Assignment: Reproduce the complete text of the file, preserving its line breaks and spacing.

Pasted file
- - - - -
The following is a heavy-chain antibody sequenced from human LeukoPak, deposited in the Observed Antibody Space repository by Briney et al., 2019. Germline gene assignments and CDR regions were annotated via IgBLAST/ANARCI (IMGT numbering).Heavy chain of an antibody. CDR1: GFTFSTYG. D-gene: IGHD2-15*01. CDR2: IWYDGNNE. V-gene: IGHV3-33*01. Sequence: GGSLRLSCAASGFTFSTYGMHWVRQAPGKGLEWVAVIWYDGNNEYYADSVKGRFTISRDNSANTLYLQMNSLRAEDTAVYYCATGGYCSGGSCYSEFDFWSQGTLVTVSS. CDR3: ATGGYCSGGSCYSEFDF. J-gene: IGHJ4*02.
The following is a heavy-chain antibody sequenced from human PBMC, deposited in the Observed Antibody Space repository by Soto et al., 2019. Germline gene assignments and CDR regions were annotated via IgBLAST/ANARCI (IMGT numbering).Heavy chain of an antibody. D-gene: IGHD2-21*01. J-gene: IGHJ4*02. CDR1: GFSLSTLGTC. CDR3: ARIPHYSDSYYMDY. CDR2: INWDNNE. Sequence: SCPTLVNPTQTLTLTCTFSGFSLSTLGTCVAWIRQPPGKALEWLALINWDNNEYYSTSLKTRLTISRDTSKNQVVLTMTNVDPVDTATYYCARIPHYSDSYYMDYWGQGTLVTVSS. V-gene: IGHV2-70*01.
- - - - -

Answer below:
The following is a heavy-chain antibody sequenced from human LeukoPak, deposited in the Observed Antibody Space repository by Briney et al., 2019. Germline gene assignments and CDR regions were annotated via IgBLAST/ANARCI (IMGT numbering).Heavy chain of an antibody. CDR1: GFTFSTYG. D-gene: IGHD2-15*01. CDR2: IWYDGNNE. V-gene: IGHV3-33*01. Sequence: GGSLRLSCAASGFTFSTYGMHWVRQAPGKGLEWVAVIWYDGNNEYYADSVKGRFTISRDNSANTLYLQMNSLRAEDTAVYYCATGGYCSGGSCYSEFDFWSQGTLVTVSS. CDR3: ATGGYCSGGSCYSEFDF. J-gene: IGHJ4*02.
The following is a heavy-chain antibody sequenced from human PBMC, deposited in the Observed Antibody Space repository by Soto et al., 2019. Germline gene assignments and CDR regions were annotated via IgBLAST/ANARCI (IMGT numbering).Heavy chain of an antibody. D-gene: IGHD2-21*01. J-gene: IGHJ4*02. CDR1: GFSLSTLGTC. CDR3: ARIPHYSDSYYMDY. CDR2: INWDNNE. Sequence: SCPTLVNPTQTLTLTCTFSGFSLSTLGTCVAWIRQPPGKALEWLALINWDNNEYYSTSLKTRLTISRDTSKNQVVLTMTNVDPVDTATYYCARIPHYSDSYYMDYWGQGTLVTVSS. V-gene: IGHV2-70*01.